Mobile devices gain momentum and herald change in today’s business world. In fact, regarded as a catalyst of the Internet phenomenon, smartphones are now used by hundreds of millions of employees throughout the world to access corporate information to keep up in today’s 24/7 business world. Once considered a threat to security, companies blithely ignore the concerns, especially since employees are believed to be more productive when they can access corporate data and apps with their mobile devices.

According to Symantec’s "State of Mobility 2012" survey that gauged how organizations are coping with this trend, we have reached a tipping point in the business use of mobile devices. The survey included 6,275 organizations across 43 countries, from small businesses to large enterprises, and brought to light that most organizations make mobile application accessible or even plan to create corporate app stores for employees to download approved software. With the goal to improve business agility, efficiency and increase workplace effectiveness, Symantec states that it all comes at a price.

Organizations are aware of the potential dangers mobility can pose, rating it highest among IT initiatives in risk. They’re worried about lost devices, data loss, and malware infecting the corporate network through smartphones and tablets. However, despite these risks, organizations feel the benefits are worth it and are working hard to implement security measures to rein in these costs and keep their corporate information safe.

Symantec’s recommendations to improve the effectiveness of mobile initiatives are according to its “State of Mobility 2012" report the following:

  • Enable broadly: Mobility offers tremendous opportunities for organizations of all sizes. Explore how you can take advantage of mobility and develop a phased approach to build an ecosystem that supports your plan. To get the most from mobile advances, plan for line-of-business mobile applications that have mainstream use. Employees will use mobile devices for business one way or another – make it on your terms.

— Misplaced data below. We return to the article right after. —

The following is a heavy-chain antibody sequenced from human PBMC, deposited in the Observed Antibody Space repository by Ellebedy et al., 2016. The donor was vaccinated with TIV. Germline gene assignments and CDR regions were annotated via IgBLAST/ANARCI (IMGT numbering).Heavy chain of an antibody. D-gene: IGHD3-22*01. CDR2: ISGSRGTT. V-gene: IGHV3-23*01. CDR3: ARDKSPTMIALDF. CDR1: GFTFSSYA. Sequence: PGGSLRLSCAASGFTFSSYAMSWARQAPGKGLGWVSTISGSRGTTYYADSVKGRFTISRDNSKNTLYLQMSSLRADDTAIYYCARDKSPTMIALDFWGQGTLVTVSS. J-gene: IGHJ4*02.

• Think strategically. Build a realistic assessment of the ultimate scale of your mobile business plan and its impact on your infrastructure. Think beyond email. Explore all of the mobile opportunities that can be introduced and understand the risks and threats that need to be mitigated. As you plan, take a cross-functional approach to securing sensitive data no matter where it might end up.
  • Manage efficiently. Mobile devices are legitimate endpoints that require the same attention given to traditional PCs. Many of the processes, policies, education and technologies that are leveraged for desktops and laptops are also applicable to mobile platforms. So the management of mobile devices should be integrated into the overall IT management framework and administered in the same way – ideally using compatible solutions and unified policies. This creates operational efficiencies and lowers the total cost of ownership.
  • Enforce Appropriately. As more employees connect their personal devices to the corporate network, organizations need to modify their acceptable usage policies to accommodate both corporate-owned and personally-owned devices. Management and security levers will need to differ based on ownership of the device and the associated controls that the organization requires. Employees will continue to add devices to the corporate network to make their jobs more efficient and enjoyable so organizations must plan for this legally, operationally and culturally.
  • Secure comprehensively. Look beyond basic password, wipe and application blocking policies. Focus on the information and where it is viewed, transmitted and stored. Integrating with existing data loss prevention, encryption and authentication policies will ensure consistent corporate and regulatory compliance.
By Daniela la Marca